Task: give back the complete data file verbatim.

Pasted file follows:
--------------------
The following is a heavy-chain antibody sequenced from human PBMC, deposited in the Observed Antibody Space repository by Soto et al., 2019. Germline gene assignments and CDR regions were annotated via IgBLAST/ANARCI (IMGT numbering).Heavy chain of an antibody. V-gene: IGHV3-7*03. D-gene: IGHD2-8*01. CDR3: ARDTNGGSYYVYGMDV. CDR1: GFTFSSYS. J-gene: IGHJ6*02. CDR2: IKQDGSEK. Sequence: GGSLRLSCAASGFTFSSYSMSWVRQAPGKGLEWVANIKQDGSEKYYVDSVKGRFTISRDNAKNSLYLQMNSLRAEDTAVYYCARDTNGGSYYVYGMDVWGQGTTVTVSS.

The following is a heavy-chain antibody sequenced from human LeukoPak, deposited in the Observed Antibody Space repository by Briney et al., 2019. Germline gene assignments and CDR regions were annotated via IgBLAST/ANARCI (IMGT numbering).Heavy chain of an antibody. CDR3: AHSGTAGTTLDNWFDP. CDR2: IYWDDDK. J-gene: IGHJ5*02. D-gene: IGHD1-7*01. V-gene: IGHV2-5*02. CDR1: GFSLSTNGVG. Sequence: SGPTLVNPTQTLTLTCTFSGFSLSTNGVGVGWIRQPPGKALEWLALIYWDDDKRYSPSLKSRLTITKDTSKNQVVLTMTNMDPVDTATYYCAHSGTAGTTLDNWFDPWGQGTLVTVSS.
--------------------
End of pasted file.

The following is a heavy-chain antibody sequenced from human PBMC, deposited in the Observed Antibody Space repository by Soto et al., 2019. Germline gene assignments and CDR regions were annotated via IgBLAST/ANARCI (IMGT numbering).Heavy chain of an antibody. V-gene: IGHV3-7*03. D-gene: IGHD2-8*01. CDR3: ARDTNGGSYYVYGMDV. CDR1: GFTFSSYS. J-gene: IGHJ6*02. CDR2: IKQDGSEK. Sequence: GGSLRLSCAASGFTFSSYSMSWVRQAPGKGLEWVANIKQDGSEKYYVDSVKGRFTISRDNAKNSLYLQMNSLRAEDTAVYYCARDTNGGSYYVYGMDVWGQGTTVTVSS.

The following is a heavy-chain antibody sequenced from human LeukoPak, deposited in the Observed Antibody Space repository by Briney et al., 2019. Germline gene assignments and CDR regions were annotated via IgBLAST/ANARCI (IMGT numbering).Heavy chain of an antibody. CDR3: AHSGTAGTTLDNWFDP. CDR2: IYWDDDK. J-gene: IGHJ5*02. D-gene: IGHD1-7*01. V-gene: IGHV2-5*02. CDR1: GFSLSTNGVG. Sequence: SGPTLVNPTQTLTLTCTFSGFSLSTNGVGVGWIRQPPGKALEWLALIYWDDDKRYSPSLKSRLTITKDTSKNQVVLTMTNMDPVDTATYYCAHSGTAGTTLDNWFDPWGQGTLVTVSS.